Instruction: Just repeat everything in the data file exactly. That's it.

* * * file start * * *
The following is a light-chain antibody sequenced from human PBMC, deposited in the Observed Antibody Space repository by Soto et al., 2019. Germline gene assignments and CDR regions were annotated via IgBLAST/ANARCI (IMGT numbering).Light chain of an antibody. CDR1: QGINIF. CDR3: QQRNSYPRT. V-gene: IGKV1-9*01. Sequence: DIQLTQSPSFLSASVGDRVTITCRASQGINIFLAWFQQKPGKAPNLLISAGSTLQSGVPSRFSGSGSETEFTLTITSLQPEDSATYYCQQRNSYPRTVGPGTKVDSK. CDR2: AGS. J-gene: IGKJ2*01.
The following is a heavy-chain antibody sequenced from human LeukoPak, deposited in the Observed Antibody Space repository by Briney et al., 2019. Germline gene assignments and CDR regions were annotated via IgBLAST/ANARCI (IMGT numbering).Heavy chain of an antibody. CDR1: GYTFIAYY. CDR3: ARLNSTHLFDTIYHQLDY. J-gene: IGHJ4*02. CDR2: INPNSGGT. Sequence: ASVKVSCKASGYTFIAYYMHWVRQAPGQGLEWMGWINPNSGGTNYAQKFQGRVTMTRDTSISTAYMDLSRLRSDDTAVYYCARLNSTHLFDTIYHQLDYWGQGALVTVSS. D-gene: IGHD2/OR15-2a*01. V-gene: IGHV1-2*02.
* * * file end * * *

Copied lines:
The following is a light-chain antibody sequenced from human PBMC, deposited in the Observed Antibody Space repository by Soto et al., 2019. Germline gene assignments and CDR regions were annotated via IgBLAST/ANARCI (IMGT numbering).Light chain of an antibody. CDR1: QGINIF. CDR3: QQRNSYPRT. V-gene: IGKV1-9*01. Sequence: DIQLTQSPSFLSASVGDRVTITCRASQGINIFLAWFQQKPGKAPNLLISAGSTLQSGVPSRFSGSGSETEFTLTITSLQPEDSATYYCQQRNSYPRTVGPGTKVDSK. CDR2: AGS. J-gene: IGKJ2*01.
The following is a heavy-chain antibody sequenced from human LeukoPak, deposited in the Observed Antibody Space repository by Briney et al., 2019. Germline gene assignments and CDR regions were annotated via IgBLAST/ANARCI (IMGT numbering).Heavy chain of an antibody. CDR1: GYTFIAYY. CDR3: ARLNSTHLFDTIYHQLDY. J-gene: IGHJ4*02. CDR2: INPNSGGT. Sequence: ASVKVSCKASGYTFIAYYMHWVRQAPGQGLEWMGWINPNSGGTNYAQKFQGRVTMTRDTSISTAYMDLSRLRSDDTAVYYCARLNSTHLFDTIYHQLDYWGQGALVTVSS. D-gene: IGHD2/OR15-2a*01. V-gene: IGHV1-2*02.